The 2019 Budget is betting big on industry capacity and consumer demand for the success of EVs in India, and the government would hope that the results are nothing short of electrifying.
In the 2019 Budget announced by Finance Minister Nirmala Sitharaman, the government’s push for electric vehicles (EVs) was clearly visible.
In order to promote manufacturing of electric and hybrid vehicle technology and to ensure its sustainable growth, Department of Heavy Industry was implementing FAME-India Scheme Phase-I (faster adoption and manufacturing of (hybrid &) electric vehicles in India) since 1 April 2015.
The scheme, which was initially upto 31 April 2017, was extended until 31 March 2019. However, in the 2019 Budget, objectives for FAME-II have been listed.
The second phase of FAME Scheme, following approval by the Cabinet with an outlay of Rs 10,000 crore for a period of three years, commenced from 1 April 2019. The main objective of the scheme is to encourage faster adoption of EVs by way of offering an upfront incentive on the purchase of EVs, and also by establishing the necessary charging infrastructure.
Only advanced battery and registered e-vehicles will be incentivised under the scheme with greater emphasis on providing affordable and environment-friendly public transportation options for the common man.
The Budget also included objectives to boost investments for the local manufacturing industry.
In order to boost economic growth and ‘Make in India’ programme, the government will launch a scheme to invite global companies through transparent competitive bidding to set up mega-manufacturing plants in sunrise and advanced technology areas such as semi-conductor fabrication (FAB), solar photo voltaic cells, lithium storage batteries, solar electric charging infrastructure, computer servers, laptops and provide them investment linked income tax exemptions under Section 35 AD of the Income Tax Act, and other indirect tax benefits.
The Finance Minister stated the government’s vision for India as a global hub of manufacturing of EVs. The government has already moved GST Council to lower the goods and services tax (GST) rate on EVs from 12 per cent to 5 per cent.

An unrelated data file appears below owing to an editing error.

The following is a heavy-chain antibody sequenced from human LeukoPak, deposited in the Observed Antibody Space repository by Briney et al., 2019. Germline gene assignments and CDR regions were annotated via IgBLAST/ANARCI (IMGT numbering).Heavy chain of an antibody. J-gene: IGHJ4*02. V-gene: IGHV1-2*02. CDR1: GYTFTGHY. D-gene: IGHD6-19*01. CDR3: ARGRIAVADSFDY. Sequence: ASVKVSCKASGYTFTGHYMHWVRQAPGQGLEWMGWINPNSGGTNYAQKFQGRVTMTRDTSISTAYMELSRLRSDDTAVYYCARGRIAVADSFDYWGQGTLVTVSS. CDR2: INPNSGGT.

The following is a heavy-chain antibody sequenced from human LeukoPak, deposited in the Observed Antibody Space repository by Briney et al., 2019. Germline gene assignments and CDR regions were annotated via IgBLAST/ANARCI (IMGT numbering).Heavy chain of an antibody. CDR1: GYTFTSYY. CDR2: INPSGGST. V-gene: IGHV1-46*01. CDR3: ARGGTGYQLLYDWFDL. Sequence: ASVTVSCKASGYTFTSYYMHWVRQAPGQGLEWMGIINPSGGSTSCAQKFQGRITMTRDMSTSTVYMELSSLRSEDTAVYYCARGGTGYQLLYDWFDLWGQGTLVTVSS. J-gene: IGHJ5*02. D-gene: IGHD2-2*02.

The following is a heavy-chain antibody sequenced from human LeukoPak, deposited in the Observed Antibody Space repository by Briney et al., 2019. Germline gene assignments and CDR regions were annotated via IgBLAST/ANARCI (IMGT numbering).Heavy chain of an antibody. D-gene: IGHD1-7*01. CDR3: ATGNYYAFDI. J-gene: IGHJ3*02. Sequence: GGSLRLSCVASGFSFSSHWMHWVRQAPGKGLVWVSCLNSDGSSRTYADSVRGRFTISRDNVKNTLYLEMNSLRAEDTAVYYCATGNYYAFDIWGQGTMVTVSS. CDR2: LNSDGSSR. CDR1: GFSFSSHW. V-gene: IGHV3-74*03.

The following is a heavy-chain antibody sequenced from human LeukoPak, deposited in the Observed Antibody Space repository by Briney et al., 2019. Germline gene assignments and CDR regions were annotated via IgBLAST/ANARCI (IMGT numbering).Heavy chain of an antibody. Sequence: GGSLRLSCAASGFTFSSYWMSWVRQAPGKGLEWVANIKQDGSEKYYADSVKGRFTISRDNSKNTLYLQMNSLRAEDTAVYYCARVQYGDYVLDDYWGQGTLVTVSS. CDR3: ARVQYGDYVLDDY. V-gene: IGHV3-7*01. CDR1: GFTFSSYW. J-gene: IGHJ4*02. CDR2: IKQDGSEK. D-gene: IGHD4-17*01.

Also to make EV affordable to consumers, the government will provide additional income tax deduction of Rs 1.5 lakh on the interest paid on loans taken to purchase EVs. This amounts to a benefit of around Rs 2.5 lakh over the loan period to the taxpayers, who take loans to purchase an electric vehicle.
In May 2017, the then Union power minister Piyush Goyal said India was looking at an all-electric car fleet by 2030. Several countries across the globe have also made similar plans, with France and the United Kingdom proposing a ban on all petrol- and diesel-powered cars by 2040. This had come after the announcement by Chinese automobile manufacturer Volvo Cars that it would manufacture only EVs from 2019.
For the government’s big bet on EVs to come good, the focus will have to be on integrating EVs in public transportation system, investing in infrastructure for charging stations as they would be critical to the ease of using EVs, and offer subsidies, as stated in the Budget earlier today.
The government is also going for a cess on petrol and diesel. While the introduction of the cess can be attributed to the tensions in the Middle East and the lack of a significant increase in petrol prices this year, the additional charge on conventional fuels will push people towards EVs in the longer run.
The government’s big push towards EVs comes at a time when Ola and Uber are looking to start converting to EVs by next year to reach their electrification targets. According to sources, and the records reviewed by Reuters, the companies are targeting 2.5 per cent electrification by 2021, 5 per cent by 2022, 10 per cent by 2023, and reach 40 per cent of electrification by 2026.
The fall in auto sales may have also prompted the government to go big on EVs. However, if the auto industry, already spooked by falling demand, is going to shift gears in favour of EVs shortly, then what happens to the new Bharat VI-complaint range (to be enforced from April 2020) of petrol and diesel vehicles and their inventories.
Given the rising and almost unbearable pollution levels in all our major cities, EVs are absolutely needed, complete with incentives for the purchase of such vehicles, scrapping of older polluting vehicles, and increased budgetary allocations to boost EV-related infrastructure, and the budget stands good on multiple fronts in this regard.
Now that the bet has been placed on EVs, the government must think in advance about the disposal of highly toxic batteries that will start piling up once EVs become the norm in most cities. The government must also plan for the spike in electricity demand. EV adoption will increase demand for coal- and gas-based power in the short run, well before non-polluting sources of power (solar, wind, etc) kick in with significant contributions to the grid.
Lastly, to replace conventional vehicles with EVs, infrastructure for vehicle compactors and scrapyards is needed. Right now, old cars are often left to rot in public spaces, and they are not formally deregistered before they are scrapped. Most often, they are stolen or cannibalised, and some are used for nefarious purposes. This issue must be addressed before the government goes all guns blazing on EVs.
The budget of 2019 is betting big on industry capacity and consumer demand for the success of EVs in India, and they would hope that the results are nothing short of electrifying.